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Sven Biscop

European Security Strategy Revisited

2009. Vol. 4. No. 2. P. 105–120 [issue contents]

Biscop Sven – professor, Director of the Security & Global Governance Programme at Egmont – The Royal Institute for International Relations (Brussels), visiting professor for European Security at the College of Europe (Bruges) and at Ghent University

The European Union (EU), and the European Economic Community (EEC) before it, has always been a global economic power. That economic weight endowed it with the potential to also become a global actor in the realm of diplomacy and defence, but it was not until 1991 that the Maastricht Treaty created the Common Foreign and Security Policy (CFSP) and Europe began to develop its own foreign and security policy, and even then very tentatively. This chapter aims to assess whether in the 15-odd years since the entry into force of the Maastricht Treaty, in 1993, the EU has managed to become a global strategic actor, i.e. an actor that consciously and purposely defines long-term objectives, with regard to all dimensions of foreign policy, that actively pursues these objectives, and that acquires the necessary means to that end.

The adoption of the European Security Strategy (ESS) by the December 2003 European Council must be considered a landmark event in this regard. Of course, the ESS was not handed down in the shape of ten neatly summarized points engraved on two stone tablets. It is not because something is written in the ESS that it necessarily will be so, nor is everything written in the ESS. But the simple fact that it is omnipresent – in EU discourse, in statements by European as well as other policy-makers, in the debate in think tanks and academia – and that in December 2007 the European Council by mandating High Representative Javier Solana to produce a report on its implementation by December 2008 launched a high-profile, full-year debate about the ESS, proves that its importance should not be underestimated either. It is the first ever strategic document covering the whole of EU foreign policy, from aid and trade, democracy and human rights promotion, to diplomacy and the military. As such it is first of all a statement of the EU’s ambition as an international actor, and has therefore become the reference framework guiding the EU’s performance as well as the benchmark to judge it. Through its performance the EU at the same time is developing a strategic culture of its own, the maturation of which is helped forward by the ESS. Ultimately however, what really counts to assess whether the EU is a strategic actor, and what determines the consolidation of the EU’s strategic culture, is whether the EU, through its policies and actions, is able to achieve results and realize its ambitions. This paper revisits a previous assessment of EU strategy to take into account the outcome of the 2008 debate.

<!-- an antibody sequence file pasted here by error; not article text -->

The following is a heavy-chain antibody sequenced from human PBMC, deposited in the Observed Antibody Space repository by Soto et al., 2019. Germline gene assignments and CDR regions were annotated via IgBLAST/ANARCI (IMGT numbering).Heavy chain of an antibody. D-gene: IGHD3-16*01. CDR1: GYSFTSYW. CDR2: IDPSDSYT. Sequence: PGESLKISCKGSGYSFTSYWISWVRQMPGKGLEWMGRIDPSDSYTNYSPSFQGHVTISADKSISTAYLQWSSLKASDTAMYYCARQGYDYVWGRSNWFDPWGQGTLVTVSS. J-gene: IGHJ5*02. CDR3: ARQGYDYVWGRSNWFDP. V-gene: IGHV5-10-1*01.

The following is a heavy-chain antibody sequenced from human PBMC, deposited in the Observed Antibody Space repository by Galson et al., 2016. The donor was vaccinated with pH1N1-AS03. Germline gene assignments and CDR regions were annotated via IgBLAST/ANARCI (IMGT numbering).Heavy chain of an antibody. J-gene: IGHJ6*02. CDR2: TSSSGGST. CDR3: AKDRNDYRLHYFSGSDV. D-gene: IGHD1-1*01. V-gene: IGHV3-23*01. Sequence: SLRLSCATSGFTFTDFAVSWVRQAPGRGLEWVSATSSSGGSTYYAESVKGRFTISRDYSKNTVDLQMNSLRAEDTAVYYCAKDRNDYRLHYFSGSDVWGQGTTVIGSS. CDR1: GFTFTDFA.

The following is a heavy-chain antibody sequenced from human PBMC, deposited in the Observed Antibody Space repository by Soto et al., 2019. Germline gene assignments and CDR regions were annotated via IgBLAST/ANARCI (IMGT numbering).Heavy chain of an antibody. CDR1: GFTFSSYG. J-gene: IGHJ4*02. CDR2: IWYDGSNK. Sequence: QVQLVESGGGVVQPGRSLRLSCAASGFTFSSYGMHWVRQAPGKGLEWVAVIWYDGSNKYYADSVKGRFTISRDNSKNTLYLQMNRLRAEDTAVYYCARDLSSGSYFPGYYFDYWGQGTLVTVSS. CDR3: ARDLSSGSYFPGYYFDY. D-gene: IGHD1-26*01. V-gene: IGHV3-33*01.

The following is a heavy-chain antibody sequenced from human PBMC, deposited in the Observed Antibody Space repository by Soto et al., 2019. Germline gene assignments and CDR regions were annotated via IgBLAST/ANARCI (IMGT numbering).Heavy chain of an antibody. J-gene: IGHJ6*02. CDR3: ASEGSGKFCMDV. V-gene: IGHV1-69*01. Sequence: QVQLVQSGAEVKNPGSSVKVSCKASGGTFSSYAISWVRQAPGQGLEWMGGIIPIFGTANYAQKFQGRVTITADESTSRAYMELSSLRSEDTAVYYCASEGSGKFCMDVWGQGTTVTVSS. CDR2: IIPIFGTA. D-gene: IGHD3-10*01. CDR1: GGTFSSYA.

Citation: Biscop Sven (2009) Osnovy obnovlennoy Evropeyskoy strategii bezopasnosti [European Security Strategy Revisited] INTERNATIONAL ORGANISATIONS RESEARCH JOURNAL, 2, pp. 105-120 (in Russian)
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